Weed though it may be, camelina has also been cultivated as an oilseed crop for centuries and therein lies its charm, sustainably speaking.  Camelina been championed by a number of biofuel companies including Sustainable Oils, which has supplied camelina biofuel for both the Air Force and the Navy test runs.  The company may soon have company; Shell (yes, the petroleum company) is set on becoming the biggest of the big-oil companies to use biofuel as a profitability-booster.

(more…)


Visit the original post at: Energy News

U.S. Air Force Pumps Up A-10C Thunderbolt II with Camelina Biofuel

The U.S. Air Force becomes the first to test run an aircraft using a camelina biofuel blendThis is a lesson to all weeds: dream big.  Camelina is a scrawny looking plant that also goes by the unflattering moniker “false flax,” yet it may turn out to be the biofuel of choice for U.S. military aircraft.  The U.S. Air Force has just announced the successful flight of an A-10C Thunderbolt II using a blend of half camelina and half conventional jet fuel, and it plans to test the blend on additional aircraft over the next couple of years.  Meanwhile, the U.S. Navy has also set its sights on camelina-based jet fuel.

Weed though it may be, camelina has also been cultivated as an oilseed crop for centuries and therein lies its charm, sustainably speaking.  Camelina been championed by a number of biofuel companies including Sustainable Oils, which has supplied camelina biofuel for both the Air Force and the Navy test runs.  The company may soon have company; Shell (yes, the petroleum company) is set on becoming the biggest of the big-oil companies to use biofuel as a profitability-booster.

(more…)


Visit the original post at: Energy News

U.S. Air Force Pumps Up A-10C Thunderbolt II with Camelina Biofuel

The U.S. Air Force becomes the first to test run an aircraft using a camelina biofuel blendThis is a lesson to all weeds: dream big.  Camelina is a scrawny looking plant that also goes by the unflattering moniker “false flax,” yet it may turn out to be the biofuel of choice for U.S. military aircraft.  The U.S. Air Force has just announced the successful flight of an A-10C Thunderbolt II using a blend of half camelina and half conventional jet fuel, and it plans to test the blend on additional aircraft over the next couple of years.  Meanwhile, the U.S. Navy has also set its sights on camelina-based jet fuel.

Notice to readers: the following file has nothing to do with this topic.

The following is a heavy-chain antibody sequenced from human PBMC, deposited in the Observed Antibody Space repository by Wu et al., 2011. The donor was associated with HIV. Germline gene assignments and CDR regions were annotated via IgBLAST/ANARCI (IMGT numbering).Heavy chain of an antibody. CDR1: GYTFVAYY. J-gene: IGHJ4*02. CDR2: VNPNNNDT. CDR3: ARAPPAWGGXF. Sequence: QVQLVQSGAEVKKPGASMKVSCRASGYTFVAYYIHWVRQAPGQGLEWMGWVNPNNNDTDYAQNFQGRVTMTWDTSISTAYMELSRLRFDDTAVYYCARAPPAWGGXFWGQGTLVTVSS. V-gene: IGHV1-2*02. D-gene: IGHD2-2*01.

Weed though it may be, camelina has also been cultivated as an oilseed crop for centuries and therein lies its charm, sustainably speaking.  Camelina been championed by a number of biofuel companies including Sustainable Oils, which has supplied camelina biofuel for both the Air Force and the Navy test runs.  The company may soon have company; Shell (yes, the petroleum company) is set on becoming the biggest of the big-oil companies to use biofuel as a profitability-booster.

(more…)


Visit the original post at: Energy News

CANADIAN SOLAR AND THE SAN JOSE SHARKS ANNOUNCE PARTNERSHIP
The San Jose Sharks today announced that Canadian Solar Inc., a leading vertically integrated provider of ingot, wafer, solar cell, solar module and other solar applications, will serve as the presenting sponsor for the team’s 2010 playoff campaign. With U.S. headquarters in San Ramon, Calif., Canadian Solar is the perfect partner for Northern California’s championship hockey team.
Visit the original post at: Renewable Energy News – RenewableEnergyWorld.com